14 years ago, I lost my family. I got a new one. And lost it all over again. It hurts, but hurt fades. I know.
Since my mom died, as the years have gone by, each year has gotten easier. My highschool counselor once told me that the journey through grief was like the growth rings of a tree. The epicenter, the moment of destruction — when the life that you knew disintegrates — is the center of the tree. And as you grow, you move away from that center, round and round you go. Until one day that epicenter doesn’t completely drown you. Years ago, she pointed very close to the center of that circle and said that I was right there, but that one day I would be further out and it wouldn’t seem so devastating. And until this year, my journey through grief and loss, had been just like that.
This year is harder than others. 14 years today. Almost as long as I knew my mother. In a few years, she’ll be gone for as many years as I had her. In the years without her, I had consoled myself with the thought that I had replaced her. And because I had replaced her, I didn’t miss her. As much. The people that adopted me, gave me (an only child raised by a single mother) a mommy, daddy, 2 brothers and 2 sisters. The family I had wanted my whole life. Only it cost me a lot. Maybe too much.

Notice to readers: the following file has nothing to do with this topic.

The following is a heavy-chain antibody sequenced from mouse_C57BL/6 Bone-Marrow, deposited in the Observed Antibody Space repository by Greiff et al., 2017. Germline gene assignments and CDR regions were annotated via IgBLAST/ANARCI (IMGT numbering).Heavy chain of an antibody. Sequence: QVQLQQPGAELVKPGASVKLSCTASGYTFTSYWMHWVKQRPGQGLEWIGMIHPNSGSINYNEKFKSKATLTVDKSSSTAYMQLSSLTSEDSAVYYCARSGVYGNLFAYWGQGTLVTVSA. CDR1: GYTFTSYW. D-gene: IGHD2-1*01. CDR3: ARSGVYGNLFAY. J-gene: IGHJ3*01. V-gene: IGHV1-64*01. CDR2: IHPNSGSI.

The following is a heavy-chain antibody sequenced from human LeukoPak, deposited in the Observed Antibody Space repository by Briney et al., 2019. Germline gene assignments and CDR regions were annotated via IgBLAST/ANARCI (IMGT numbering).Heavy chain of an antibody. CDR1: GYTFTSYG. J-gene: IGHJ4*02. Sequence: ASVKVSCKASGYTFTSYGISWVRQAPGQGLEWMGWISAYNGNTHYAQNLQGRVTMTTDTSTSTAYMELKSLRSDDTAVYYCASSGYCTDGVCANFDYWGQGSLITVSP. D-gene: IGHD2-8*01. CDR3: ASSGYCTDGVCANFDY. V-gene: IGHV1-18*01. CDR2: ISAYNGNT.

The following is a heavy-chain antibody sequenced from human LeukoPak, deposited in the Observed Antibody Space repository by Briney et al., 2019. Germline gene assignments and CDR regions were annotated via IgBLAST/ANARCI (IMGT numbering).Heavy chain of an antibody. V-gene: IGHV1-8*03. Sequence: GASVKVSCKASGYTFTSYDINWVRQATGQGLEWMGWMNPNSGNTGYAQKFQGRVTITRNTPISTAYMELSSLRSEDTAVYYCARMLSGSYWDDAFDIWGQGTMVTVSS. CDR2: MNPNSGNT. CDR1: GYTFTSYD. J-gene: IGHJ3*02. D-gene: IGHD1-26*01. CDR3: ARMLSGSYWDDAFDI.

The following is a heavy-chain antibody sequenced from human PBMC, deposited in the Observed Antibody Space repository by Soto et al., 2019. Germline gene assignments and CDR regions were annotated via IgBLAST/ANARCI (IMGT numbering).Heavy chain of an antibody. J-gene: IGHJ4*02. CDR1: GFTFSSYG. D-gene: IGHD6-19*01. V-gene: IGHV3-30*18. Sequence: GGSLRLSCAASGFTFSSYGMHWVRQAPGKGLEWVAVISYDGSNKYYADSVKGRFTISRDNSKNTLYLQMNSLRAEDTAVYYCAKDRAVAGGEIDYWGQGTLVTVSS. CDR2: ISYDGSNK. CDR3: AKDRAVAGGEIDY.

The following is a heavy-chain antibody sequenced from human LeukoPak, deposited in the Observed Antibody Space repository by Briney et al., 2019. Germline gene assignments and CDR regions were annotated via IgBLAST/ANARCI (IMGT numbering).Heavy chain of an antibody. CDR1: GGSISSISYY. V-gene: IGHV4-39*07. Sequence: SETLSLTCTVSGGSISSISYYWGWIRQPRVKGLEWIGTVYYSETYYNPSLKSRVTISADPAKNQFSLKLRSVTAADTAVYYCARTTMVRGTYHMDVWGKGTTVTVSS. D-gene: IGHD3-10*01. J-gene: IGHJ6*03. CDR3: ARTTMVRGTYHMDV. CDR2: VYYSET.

To join their already established family, I assimilated. I erased myself and became what they wanted. I was too aggressive, so I became more passive. I was too stubborn, so I learned to listen. I gave them white hairs with all my going out, so I settled down and got married. I wasn’t religious enough, so I embraced their beliefs and began to practice as they did. They didn’t like my friends, so I gave them up. Their kids, I parented when they didn’t. My inheritance, I put in their hands to do with as they wished. Above all, I tried to earn my place in their family. I just wanted to belong.
My mom once told me that our family consisted of two people. Her. And I. We couldn’t count on anyone else. I didn’t believe her then, but I understand now.
There are so few exceptional people in this world. People you should put your trust in. People you aren’t afraid to give your heart to. People who will accept your devotion, time, obedience…money, and say, “Thank you, but no thank you. Your love is more than enough.” I thought because they were my new family, they were my exceptional people. I was wrong.
I know who my exceptional people are now. And I won’t forget.
Mom, I miss you. More than I ever have. I wish you could see your granddaughters. They are beautiful and funny and often times ferocious, like you. You would have loved to spend time with them. I wish they could have known you. Despite your faults, you knew how to love. But you taught me, and I will pass it on.